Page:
Wednesday 10 June 2020


Image courtesy of SNH
Today, Green MSP Alison Johnstone lodged an amendment to the Animals and Wildlife Bill at Stage 3 requesting that mountain hares be given full legal protection.
The amendment, and others, will be debated at Holyrood next Wednesday (June 17th). The SGA will provide briefings for politicians ahead of that debate.
Commenting on the proposals today,

Scottish Gamekeepers Association Chairman Alex Hogg said: “The Werritty review of grouse moor management looked at the issue of mountain hares in depth and Scottish Government is due to respond to that report in due course.
“That is where this issue should be looked at, not thrown late into a Bill as a piece of political opportunism.
“Since seasons were brought in for mountain hares, all licences granted for culling have been given out by SNH to protect young trees. As the Green party demands more tree planting to counter climate change, it will be interesting to see how Alison Johnstone intends to protect saplings from mountain hares. She has certainly made a very forceful and compelling case for fenced forestry schemes running across upland Scotland.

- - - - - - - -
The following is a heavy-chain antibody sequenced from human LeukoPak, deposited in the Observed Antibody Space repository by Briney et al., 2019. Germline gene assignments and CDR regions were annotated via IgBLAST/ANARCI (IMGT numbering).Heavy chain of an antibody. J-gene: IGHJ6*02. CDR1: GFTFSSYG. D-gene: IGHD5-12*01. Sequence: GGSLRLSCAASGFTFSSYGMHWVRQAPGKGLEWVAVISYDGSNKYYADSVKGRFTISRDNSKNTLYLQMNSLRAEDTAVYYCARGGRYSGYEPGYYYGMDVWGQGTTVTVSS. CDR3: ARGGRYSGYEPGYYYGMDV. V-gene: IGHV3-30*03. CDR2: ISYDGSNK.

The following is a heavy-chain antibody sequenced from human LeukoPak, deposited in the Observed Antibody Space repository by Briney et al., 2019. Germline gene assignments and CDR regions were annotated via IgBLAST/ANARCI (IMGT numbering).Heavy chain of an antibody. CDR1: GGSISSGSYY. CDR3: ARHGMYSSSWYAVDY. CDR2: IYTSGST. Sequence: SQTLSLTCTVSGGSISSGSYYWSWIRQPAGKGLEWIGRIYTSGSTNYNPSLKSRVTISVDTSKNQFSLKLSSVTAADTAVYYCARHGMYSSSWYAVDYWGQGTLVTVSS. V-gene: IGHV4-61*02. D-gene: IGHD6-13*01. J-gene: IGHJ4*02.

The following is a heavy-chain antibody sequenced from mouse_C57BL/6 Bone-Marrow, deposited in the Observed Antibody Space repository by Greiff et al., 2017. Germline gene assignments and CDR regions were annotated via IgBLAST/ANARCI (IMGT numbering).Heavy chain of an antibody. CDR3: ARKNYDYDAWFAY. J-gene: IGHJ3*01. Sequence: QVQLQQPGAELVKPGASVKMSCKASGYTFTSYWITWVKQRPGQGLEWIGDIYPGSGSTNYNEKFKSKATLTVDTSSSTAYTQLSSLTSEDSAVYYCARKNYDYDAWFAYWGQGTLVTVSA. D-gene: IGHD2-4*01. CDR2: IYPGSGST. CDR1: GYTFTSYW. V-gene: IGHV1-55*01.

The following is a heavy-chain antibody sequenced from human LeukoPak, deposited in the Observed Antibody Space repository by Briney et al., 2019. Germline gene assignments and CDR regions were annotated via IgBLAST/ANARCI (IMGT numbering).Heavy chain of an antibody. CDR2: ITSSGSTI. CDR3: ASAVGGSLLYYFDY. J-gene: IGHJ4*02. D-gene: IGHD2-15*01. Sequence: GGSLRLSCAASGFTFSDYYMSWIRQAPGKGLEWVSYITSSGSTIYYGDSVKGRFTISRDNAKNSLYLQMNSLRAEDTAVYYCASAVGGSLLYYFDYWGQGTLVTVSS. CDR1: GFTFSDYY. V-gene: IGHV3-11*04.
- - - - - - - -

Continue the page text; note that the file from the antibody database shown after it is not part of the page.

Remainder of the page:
“Mountain hares are controlled, in season, to protect trees and fragile habitats, to prevent disease and to manage tick populations which also have implications for human health.
“A great deal has been done by gamekeepers and estates to put into place new scientifically tested counting methodologies so that control measures are proportionate. That is the way forward and very few, if any, conservation bodies have followed suit which is perhaps telling. Complete protection will not address the key issue facing the species in Scotland today: their spiralling decline away from grouse moors which have maintained their habitats for centuries while still managing population levels.”

Gamekeepers learning how to practically apply the new counting methods (see SNH paper below). Conservation charities, many of whom have campaigned on the issue, are yet to take such a rigorous approach to counting.
*Members who feel strongly on this issue should also contact their MSPs. Your practical experience of wildlife management should be heard on these and other issues and we encourage you to communicate that practical knowledge to those who will participate in the debate. By entering your postcode into the 'Find MSPs' box in this link, you can find out how to contact your local MSP.